Studio, Quantic Dream is best known to the PlayStation fanbase for two polarizing titles. You probably loved the murder mystery of Heavy Rain but were less than impressed by the military ghost story Beyond: Two Souls. The developer’s newest story-driven adventure game, Detroit: Become Human came with mixed expectations but we’re here to tell you (without spoiling anything) the experience after dozens of hours leaves you in awe of one of the best narratives of 2018.

Detroit: Become Human

Developer: Quantic Dream

Published by: Sony Interactive

Available for: PlayStation 4

Detroit: Become Human is a science fiction story about machines turning on their masters. Not a particularly uncommon plot in the genre but developer Quantic Dream takes the route few of the classics do and brings you a tale from the mechanical perspective while attempting a rare experiment in storytelling; giving the player near total agency over how the story plays out.

Set in a future Detroit Michigan (2039), the game puts players in an allegory using androids to navigate a deep and meaningful set of issues. You’ll take on the role of three android main characters: a personal assistant named Markus, domestic task bot Kara, and a crime solving droid going by Connor. The rise of human-like androids has created a world teetering on unrest as this legalized purchasable class of slave labor is bought and used for jobs that range anywhere from janitorial to black ops military and everything in between. All these androids spring from one central global company called Cyberlife, which itself is an avatar for the Google and Apples of the real world. The subtle world control Cyberlife has comes under tension from a human public being displaced in the workforce and the androids themselves becoming self-aware.

Kara (voiced by Valorie Curry)

Detroit’s experiment in storytelling is the fluidity which players will have. There’s no way to stop the story once you get it going. No “game over” screens or fail states exist for your characters. What that boils down to is the importance of choice. You’ll shape the story with dialogue choices and actions you either take or don’t. We previously talked about the game’s demo where Connor’s decisions either led to the death of a young girl at the hands of a deviant android or saving her from falling off a building. While there are multiple outcomes possible between those bookends, the game continues regardless of what outcome you end a mission on. Even if that particular instance ended with Connor’s death.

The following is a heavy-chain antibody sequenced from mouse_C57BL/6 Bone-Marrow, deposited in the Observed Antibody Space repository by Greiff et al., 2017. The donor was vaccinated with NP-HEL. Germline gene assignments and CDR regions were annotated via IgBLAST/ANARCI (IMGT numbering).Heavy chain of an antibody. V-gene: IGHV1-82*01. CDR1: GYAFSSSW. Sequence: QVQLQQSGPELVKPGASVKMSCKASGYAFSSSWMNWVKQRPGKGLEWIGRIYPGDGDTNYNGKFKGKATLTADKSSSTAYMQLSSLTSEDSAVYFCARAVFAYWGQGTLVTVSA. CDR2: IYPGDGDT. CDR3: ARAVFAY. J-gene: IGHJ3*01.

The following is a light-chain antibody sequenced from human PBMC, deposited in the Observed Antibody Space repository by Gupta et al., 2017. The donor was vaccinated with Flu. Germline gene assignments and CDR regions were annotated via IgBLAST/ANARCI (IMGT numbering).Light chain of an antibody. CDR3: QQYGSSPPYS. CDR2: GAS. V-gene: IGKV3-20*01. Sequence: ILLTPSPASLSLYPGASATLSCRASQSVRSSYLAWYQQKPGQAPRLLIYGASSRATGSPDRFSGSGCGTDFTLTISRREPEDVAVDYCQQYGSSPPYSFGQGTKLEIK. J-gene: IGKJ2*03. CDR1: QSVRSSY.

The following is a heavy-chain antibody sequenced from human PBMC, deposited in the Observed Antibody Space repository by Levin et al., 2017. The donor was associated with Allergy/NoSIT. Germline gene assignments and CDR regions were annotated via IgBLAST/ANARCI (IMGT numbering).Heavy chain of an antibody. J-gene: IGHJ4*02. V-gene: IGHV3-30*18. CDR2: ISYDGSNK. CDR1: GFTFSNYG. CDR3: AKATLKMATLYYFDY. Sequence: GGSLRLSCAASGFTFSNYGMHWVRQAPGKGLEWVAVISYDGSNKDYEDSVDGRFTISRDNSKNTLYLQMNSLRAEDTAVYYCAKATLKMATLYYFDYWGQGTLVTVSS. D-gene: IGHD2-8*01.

Everything about this game relies on the choices you’ll make, some under visible timers while others use audio cues. Not being able to essentially stop the game by failing should logically eliminate tension from the experience, but Detroit’s parlor trick makes the opposite true. Knowing your experience progresses no matter what makes playing the game feel all-or-nothing.

Connor (Voiced by Bryan Dechart)

Choice is a fickle mechanic in most video games due to the fact that in most games players are ultimately on a set story path whose road is only as narrow as the writer allows it to be. If most games are a two-lane highway, Detroit: Become Human is an eight-lane autobahn. Not only is story dramatically different and nearly unrecognizable to other players based on your decision making, but the moral dilemmas that underline those choices leave you feeling the consequences and not just on the avatars you’re playing as. It’s the bar of any game that makes variable outcomes based on choice it’s bread and butter; do the choices I make have a real weight on me as the person pushing the buttons of a controller? In DBH they most certainly do.